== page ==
Houseboat (film)

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Houseboat 1958.jpg
Theatrical release poster
Directed byMelville Shavelson
Written by
Produced byJack Rose
StarringCary Grant
Sophia Loren
Martha Hyer
Harry Guardino
CinematographyRay June
Edited byFrank Bracht
Music byGeorge Duning
Distributed byParamount Pictures
Release date
  • November 19, 1958 (1958-11-19)
Running time
109 minutes
CountryUnited States
Box office$3.5 million (domestic rentals)[1]

Houseboat is a 1958 American romantic comedy film directed by Melville Shavelson. Both the love theme "Almost In Your Arms", sung by Sam Cooke and "Bing! Bang! Bong!", sung by Sophia Loren, were written by Jay Livingston and Ray Evans. It was presented in Technicolor and VistaVision.

Starring Cary Grant, Sophia Loren, Martha Hyer, Harry Guardino, the film was written by Shavelson and Jack Rose (based on an original script by Grant's wife at the time, Betsy Drake). It was released on November 19, 1958.


For over three years, Tom Winters (Cary Grant), a lawyer working for the US State Department, has been separated from his wife and three children: David (Paul Petersen), Elizabeth (Mimi Gibson), and Robert (Charles Herbert). The film begins as he returns home to Washington from Europe following his wife's death. The children want to stay in the countryside with their mother's wealthy parents and her sister Carolyn (Martha Hyer), but instead Tom takes them with him to live in Washington, D.C. One evening, they attend an outdoor concert; but after it ends, Robert separates himself from the family and disappears. He later shows up in a small rowboat with an Italian girl, Cinzia (Sophia Loren), who seeks to experience America up close and personal. They land at a nearby carnival, where they eat pizza, dance, and "win" a harmonica. Later, she brings Robert home to a worried Tom. The next day, he hires her as maid to care for the children while he is away.

What follows are a series of misadventures as Tom attempts to move Cinzia and the kids away from Washington to a house in the country but wind up the inhabitants of a leaky, rotting houseboat. However. a complete renovation of the premises proves successful, and their floating new home becomes the backdrop for various episodes where Tom is finally able to win over his children—not to mention Cinzia, who is unable to cook, do laundry, or even make coffee. Winters' sister-in-law, Carolyn, suspects Cinzia's relationship with Tom is not entirely platonic. So does Tom's military aide, Captain Wilson (Murray Hamilton), who while somewhat drunk, rudely jokes about Cinzia's living arrangement with Winters. In the end, though, all misunderstandings are explained and Tom Winters finally marries his maid, as the children look on approvingly.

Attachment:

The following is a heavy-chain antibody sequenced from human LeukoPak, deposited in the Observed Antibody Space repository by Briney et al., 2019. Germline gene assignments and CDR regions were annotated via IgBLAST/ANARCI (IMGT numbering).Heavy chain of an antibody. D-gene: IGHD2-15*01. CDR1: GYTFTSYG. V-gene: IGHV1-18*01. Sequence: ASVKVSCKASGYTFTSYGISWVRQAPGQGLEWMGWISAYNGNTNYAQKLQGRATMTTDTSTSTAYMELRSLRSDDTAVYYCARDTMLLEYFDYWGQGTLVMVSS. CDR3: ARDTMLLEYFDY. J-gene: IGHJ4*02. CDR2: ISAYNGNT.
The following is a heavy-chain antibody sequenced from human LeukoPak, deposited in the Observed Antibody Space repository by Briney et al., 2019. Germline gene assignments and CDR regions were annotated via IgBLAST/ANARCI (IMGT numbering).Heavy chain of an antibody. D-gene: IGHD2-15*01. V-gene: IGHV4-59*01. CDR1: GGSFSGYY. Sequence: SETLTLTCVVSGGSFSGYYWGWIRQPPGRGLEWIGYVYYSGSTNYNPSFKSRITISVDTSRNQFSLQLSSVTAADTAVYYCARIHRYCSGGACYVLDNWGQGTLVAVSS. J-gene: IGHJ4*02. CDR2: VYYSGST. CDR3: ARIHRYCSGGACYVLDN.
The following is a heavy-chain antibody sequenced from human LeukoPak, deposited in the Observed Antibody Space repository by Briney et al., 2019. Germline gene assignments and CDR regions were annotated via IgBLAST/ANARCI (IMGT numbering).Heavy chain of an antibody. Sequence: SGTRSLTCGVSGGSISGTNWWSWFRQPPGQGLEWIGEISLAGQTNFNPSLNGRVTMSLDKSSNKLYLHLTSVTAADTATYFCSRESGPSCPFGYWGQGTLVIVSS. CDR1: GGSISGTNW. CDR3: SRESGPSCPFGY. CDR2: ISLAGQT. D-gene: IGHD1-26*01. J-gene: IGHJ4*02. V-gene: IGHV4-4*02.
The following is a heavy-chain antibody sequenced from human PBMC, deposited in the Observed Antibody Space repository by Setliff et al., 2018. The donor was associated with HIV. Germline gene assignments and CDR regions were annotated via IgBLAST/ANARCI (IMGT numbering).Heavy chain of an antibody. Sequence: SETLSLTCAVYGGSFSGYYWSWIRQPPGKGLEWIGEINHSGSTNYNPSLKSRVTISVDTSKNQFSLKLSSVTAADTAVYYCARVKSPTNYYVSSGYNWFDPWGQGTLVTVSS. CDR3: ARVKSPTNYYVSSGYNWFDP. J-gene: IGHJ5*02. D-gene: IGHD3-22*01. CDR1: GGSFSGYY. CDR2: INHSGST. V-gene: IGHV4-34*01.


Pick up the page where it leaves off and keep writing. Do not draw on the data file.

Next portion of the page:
Grant and Freeman


Grant's wife Betsy Drake wrote the original script, and Grant originally intended that she would star with him. After he began an affair with Loren while filming The Pride and the Passion (1957), Grant arranged for Loren to take Drake's place with a rewritten script for which Drake did not receive credit. The affair ended in bitterness before The Pride and the Passion's filming ended, causing problems on the Houseboat set. Grant hoped to resume the relationship, but Loren agreed to marry Carlo Ponti instead.[2]

Filming locations[edit]

  • Parts of the movie were filmed in Fort Washington, Maryland on the Potomac River and Piscataway Creek at the present site of Fort Washington marina.
  • This film was also shot on the Tidal Basin in Washington, DC.
  • The amusement park featured in the movie was Glen Echo Park, located on the Potomac River in the Cabin John section of Montgomery County, Maryland.
  • The home in opening scene is located in Mount Vernon, Virginia
  • The hotel featured in the movie is the former Continental Hotel, located on Capitol Hill until it was demolished in the 1970s.
  • Also featured is the former Watergate barge stage behind the Lincoln Memorial on the Potomac River (1935–1965). (The Watergate barge is not to be confused with the Watergate complex.)


On Rotten Tomatoes, the film holds an approval rating of 64% based on 11 reviews, with an average rating of 5.84/10.[3]


See also[edit]


  1. ^ Cohn, Lawrence (October 15, 1990). "All-Time Film Rental Champs". Variety. p. M164.
  2. ^ Jaynes, Barbara Grant; Trachtenberg, Robert (2004). Cary Grant: A Class Apart. Burbank, California: Turner Classic Movies (TCM) and Turner Entertainment.
  3. ^ "Boathouse (1958)". Rotten Tomatoes. Retrieved June 3, 2020.
  4. ^ "THE 31ST ACADEMY AWARDS 1959". Oscars. Retrieved May 12, 2017.
  5. ^ "Golden Globe Awards for 'Harry Guardino'". Golden Globe. Retrieved May 12, 2017.
  6. ^ Retrieved May 12, 2017.[user-generated source]
  7. ^ "Decoding Mahesh Bhatt: A Life In Films". The Quint. 20 September 2017.

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